This got me thinking about our impact on the environment. Granted, we may not be directly producing these pollutants, but our procurement practices may very well be contributing to them.
Is this the legacy we want to leave behind?
But I get it — we’re running businesses, and profits are one of the most, if not the most, important considerations. We’re accountable to our shareholders, so any plan to do things sustainably has to be financially justified. So, the question is:
Is sustainable procurement financially sustainable?
The short answer is yes — if you do it right.
The World Economic Forum found that companies applying sustainable practices can reduce supply chain costs up to 16%, increase brand value by up to 30%, and increase revenue by up to 20%.
When you practice sustainable procurement, you stand to benefit from reduced energy costs, reduced consumption of water and other materials, and possibly reduced compliance costs.
A case in point — Dell started working on reducing unsustainable plastics use in its packaging in 2015. Together with non-profit Lonely Whale, they started to collect recycled plastics from beaches and waterways, then moved on to other sources like water bottles and aerospace scrap. In 2017 alone, they prevented 16,000 pounds of plastic from reaching the ocean — and it cost them less, too!
Sustainable procurement protects you from the risk to your brand (and its accompanying financial impact) resulting from bad supplier practices.
With 33% of consumers now choosing to buy from brands perceived to be doing social or environmental good, it’s more important than ever to procure sustainably. Remember the horsemeat scandal in the UK in 2013? This kind of scandal is probably not a good look for your brand.
Due to the increasing importance of CSR among consumers, there is an opportunity to increase revenue by offering eco-friendly products and services that align with your consumers’ values. Not only can this sway your prospects to choose your brands, but you can also afford to command a premium price.
This study found that 50% of companies with a mature sustainable procurement program have seen increased revenue from sustainable and innovative products and services.
Towards sustainable procurement
What are the key ingredients to unlocking the financial benefits of sustainable practices?
Getting stakeholder buy-in
First and foremost, it is crucial to get your stakeholders on board — senior management, suppliers, employees, government agencies. Basically, your entire value-chain needs to be on board and aligned with your cause.
Some internal marketing to employees and suppliers are in order. You need to communicate and promote the benefits of your sustainability plans both internally and to your suppliers so that everyone is on the same page and committed to your cause.
Are we doing enough to make sure that we, as well as our suppliers and their upstream suppliers, are procuring sustainably?
Here are some sustainability areas you can look at:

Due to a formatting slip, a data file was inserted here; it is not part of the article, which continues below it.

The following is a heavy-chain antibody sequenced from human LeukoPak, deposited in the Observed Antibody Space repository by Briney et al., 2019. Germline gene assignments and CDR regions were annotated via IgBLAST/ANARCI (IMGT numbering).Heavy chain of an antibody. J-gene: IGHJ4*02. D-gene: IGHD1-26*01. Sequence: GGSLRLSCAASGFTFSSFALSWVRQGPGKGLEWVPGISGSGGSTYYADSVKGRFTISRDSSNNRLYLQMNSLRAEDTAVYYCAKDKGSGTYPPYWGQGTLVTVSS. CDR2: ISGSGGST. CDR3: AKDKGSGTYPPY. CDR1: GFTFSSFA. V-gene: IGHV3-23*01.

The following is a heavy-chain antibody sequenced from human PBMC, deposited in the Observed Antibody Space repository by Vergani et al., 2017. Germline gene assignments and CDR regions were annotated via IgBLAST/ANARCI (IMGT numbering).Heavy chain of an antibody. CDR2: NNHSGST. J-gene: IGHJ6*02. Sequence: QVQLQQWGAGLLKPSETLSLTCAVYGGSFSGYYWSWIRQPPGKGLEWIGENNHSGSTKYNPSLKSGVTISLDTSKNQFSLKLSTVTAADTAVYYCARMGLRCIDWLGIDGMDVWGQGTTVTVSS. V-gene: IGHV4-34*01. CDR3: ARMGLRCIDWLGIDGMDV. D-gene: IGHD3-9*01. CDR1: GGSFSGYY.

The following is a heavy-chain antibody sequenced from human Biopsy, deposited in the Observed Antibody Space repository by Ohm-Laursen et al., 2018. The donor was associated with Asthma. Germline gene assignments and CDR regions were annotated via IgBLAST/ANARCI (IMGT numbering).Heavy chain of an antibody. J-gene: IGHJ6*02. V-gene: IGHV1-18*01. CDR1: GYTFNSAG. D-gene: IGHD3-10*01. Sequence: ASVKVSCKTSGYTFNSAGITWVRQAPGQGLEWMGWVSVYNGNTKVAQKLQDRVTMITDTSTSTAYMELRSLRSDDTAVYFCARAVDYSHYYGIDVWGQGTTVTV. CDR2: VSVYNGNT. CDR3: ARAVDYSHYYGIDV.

- Environmental impact, e.g. CO2 emission, water usage, packaging wastage, etc.
- Social/human impact, e.g. human rights, labor rights, workers’ health, and safety, treating employees fairly, etc.
Many companies are already maintaining a supplier scorecard system that includes sustainability parameters. Ideally, you should be mapping your entire supply chain, so that you know that all of your suppliers’ upstream suppliers are also compliant.
Overcoming a major obstacle: transparency
Many companies can get the right buy-in and perform detailed supplier assessments. But what’s holding them back is a lack of transparency in the supply chain.
If you don’t know what’s happening with your suppliers’ suppliers, all the way to the supplier of your raw materials, you don’t know if your entire supply chain is truly sustainable.
The statistics are quite sobering: only 15% of organizations have full visibility on the sustainability performance of tier one and two suppliers — and the number drops to 6% for tier three and beyond.
To experienced supply chain professionals like you, this probably didn’t come as a surprise.
With globalization, supply chain networks have gotten extremely complicated, often encompassing thousands of suppliers scattered all over the globe. Auditing and assessing all levels of suppliers require a massive amount of time and resources, and you’ll probably have to analyze millions of data points to have a complete picture.
A robust digital solution is needed
With the advent of advanced technology like AI and Machine Learning, the market is full of digital solutions that can help you cope with this problem.
AI-enabled software can analyze large amounts of data you need to maintain full supply chain visibility. It can also make sense of the data in ways that humans, with the help of standard software, can’t — so it can help you make more intelligent decisions to support your sustainability efforts.
Time to act
Sustainable procurement can be financially sustainable, and can even help you manage risks and reduce costs.
It can be hard to achieve the right amount of visibility in your supply chain, but AI-enabled tools might be able to help. Their data analysis, visualization, and reporting capabilities can go a long way in helping you keep your suppliers on track to achieve your sustainability goals.
I’d love to hear from you! What does sustainable procurement look like in your organization? Do you have any tips to share? Tell me in the comments.